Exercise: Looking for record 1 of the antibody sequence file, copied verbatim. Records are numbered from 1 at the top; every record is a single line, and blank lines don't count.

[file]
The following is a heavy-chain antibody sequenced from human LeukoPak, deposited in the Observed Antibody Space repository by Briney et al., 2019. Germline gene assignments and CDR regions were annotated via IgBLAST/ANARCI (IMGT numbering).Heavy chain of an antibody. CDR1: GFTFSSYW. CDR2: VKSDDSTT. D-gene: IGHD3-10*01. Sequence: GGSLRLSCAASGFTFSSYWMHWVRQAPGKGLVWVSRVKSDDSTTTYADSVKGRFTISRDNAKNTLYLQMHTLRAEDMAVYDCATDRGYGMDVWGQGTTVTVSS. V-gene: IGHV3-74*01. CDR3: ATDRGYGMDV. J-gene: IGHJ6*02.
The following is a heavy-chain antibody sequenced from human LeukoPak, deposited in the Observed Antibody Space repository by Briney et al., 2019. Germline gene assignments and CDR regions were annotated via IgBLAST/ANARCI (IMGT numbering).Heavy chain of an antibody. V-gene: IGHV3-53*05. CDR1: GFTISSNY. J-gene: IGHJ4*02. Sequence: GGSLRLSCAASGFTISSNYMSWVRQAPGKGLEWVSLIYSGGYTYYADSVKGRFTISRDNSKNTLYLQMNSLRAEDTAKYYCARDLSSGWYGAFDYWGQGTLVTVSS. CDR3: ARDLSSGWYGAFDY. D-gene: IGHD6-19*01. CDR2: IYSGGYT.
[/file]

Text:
The following is a heavy-chain antibody sequenced from human LeukoPak, deposited in the Observed Antibody Space repository by Briney et al., 2019. Germline gene assignments and CDR regions were annotated via IgBLAST/ANARCI (IMGT numbering).Heavy chain of an antibody. CDR1: GFTFSSYW. CDR2: VKSDDSTT. D-gene: IGHD3-10*01. Sequence: GGSLRLSCAASGFTFSSYWMHWVRQAPGKGLVWVSRVKSDDSTTTYADSVKGRFTISRDNAKNTLYLQMHTLRAEDMAVYDCATDRGYGMDVWGQGTTVTVSS. V-gene: IGHV3-74*01. CDR3: ATDRGYGMDV. J-gene: IGHJ6*02.